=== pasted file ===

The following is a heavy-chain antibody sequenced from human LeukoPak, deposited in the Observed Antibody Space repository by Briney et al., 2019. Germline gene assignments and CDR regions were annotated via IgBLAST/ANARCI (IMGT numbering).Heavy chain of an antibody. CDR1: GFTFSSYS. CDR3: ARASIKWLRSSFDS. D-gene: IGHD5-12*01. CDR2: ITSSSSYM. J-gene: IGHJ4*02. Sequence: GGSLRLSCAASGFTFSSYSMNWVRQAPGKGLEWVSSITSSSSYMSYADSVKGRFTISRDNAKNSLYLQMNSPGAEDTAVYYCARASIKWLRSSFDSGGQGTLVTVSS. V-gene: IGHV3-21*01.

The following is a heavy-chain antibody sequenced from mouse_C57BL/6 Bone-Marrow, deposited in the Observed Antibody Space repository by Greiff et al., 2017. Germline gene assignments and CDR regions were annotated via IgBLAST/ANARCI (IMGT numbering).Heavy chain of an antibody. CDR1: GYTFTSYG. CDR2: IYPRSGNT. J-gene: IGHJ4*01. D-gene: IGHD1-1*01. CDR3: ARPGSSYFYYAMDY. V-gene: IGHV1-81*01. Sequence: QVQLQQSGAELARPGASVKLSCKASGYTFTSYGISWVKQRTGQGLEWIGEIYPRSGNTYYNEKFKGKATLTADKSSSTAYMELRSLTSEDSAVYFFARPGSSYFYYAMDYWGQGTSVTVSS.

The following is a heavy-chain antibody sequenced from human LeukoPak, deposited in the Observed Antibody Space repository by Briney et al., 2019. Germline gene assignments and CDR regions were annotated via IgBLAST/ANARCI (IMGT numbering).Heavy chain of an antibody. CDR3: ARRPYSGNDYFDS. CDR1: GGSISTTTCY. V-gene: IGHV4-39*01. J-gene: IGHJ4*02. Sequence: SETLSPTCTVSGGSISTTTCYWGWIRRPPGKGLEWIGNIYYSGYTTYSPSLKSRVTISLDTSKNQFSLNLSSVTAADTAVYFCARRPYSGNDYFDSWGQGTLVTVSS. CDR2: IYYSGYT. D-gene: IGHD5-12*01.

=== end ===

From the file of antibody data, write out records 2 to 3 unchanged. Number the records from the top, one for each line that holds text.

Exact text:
The following is a heavy-chain antibody sequenced from mouse_C57BL/6 Bone-Marrow, deposited in the Observed Antibody Space repository by Greiff et al., 2017. Germline gene assignments and CDR regions were annotated via IgBLAST/ANARCI (IMGT numbering).Heavy chain of an antibody. CDR1: GYTFTSYG. CDR2: IYPRSGNT. J-gene: IGHJ4*01. D-gene: IGHD1-1*01. CDR3: ARPGSSYFYYAMDY. V-gene: IGHV1-81*01. Sequence: QVQLQQSGAELARPGASVKLSCKASGYTFTSYGISWVKQRTGQGLEWIGEIYPRSGNTYYNEKFKGKATLTADKSSSTAYMELRSLTSEDSAVYFFARPGSSYFYYAMDYWGQGTSVTVSS.

The following is a heavy-chain antibody sequenced from human LeukoPak, deposited in the Observed Antibody Space repository by Briney et al., 2019. Germline gene assignments and CDR regions were annotated via IgBLAST/ANARCI (IMGT numbering).Heavy chain of an antibody. CDR3: ARRPYSGNDYFDS. CDR1: GGSISTTTCY. V-gene: IGHV4-39*01. J-gene: IGHJ4*02. Sequence: SETLSPTCTVSGGSISTTTCYWGWIRRPPGKGLEWIGNIYYSGYTTYSPSLKSRVTISLDTSKNQFSLNLSSVTAADTAVYFCARRPYSGNDYFDSWGQGTLVTVSS. CDR2: IYYSGYT. D-gene: IGHD5-12*01.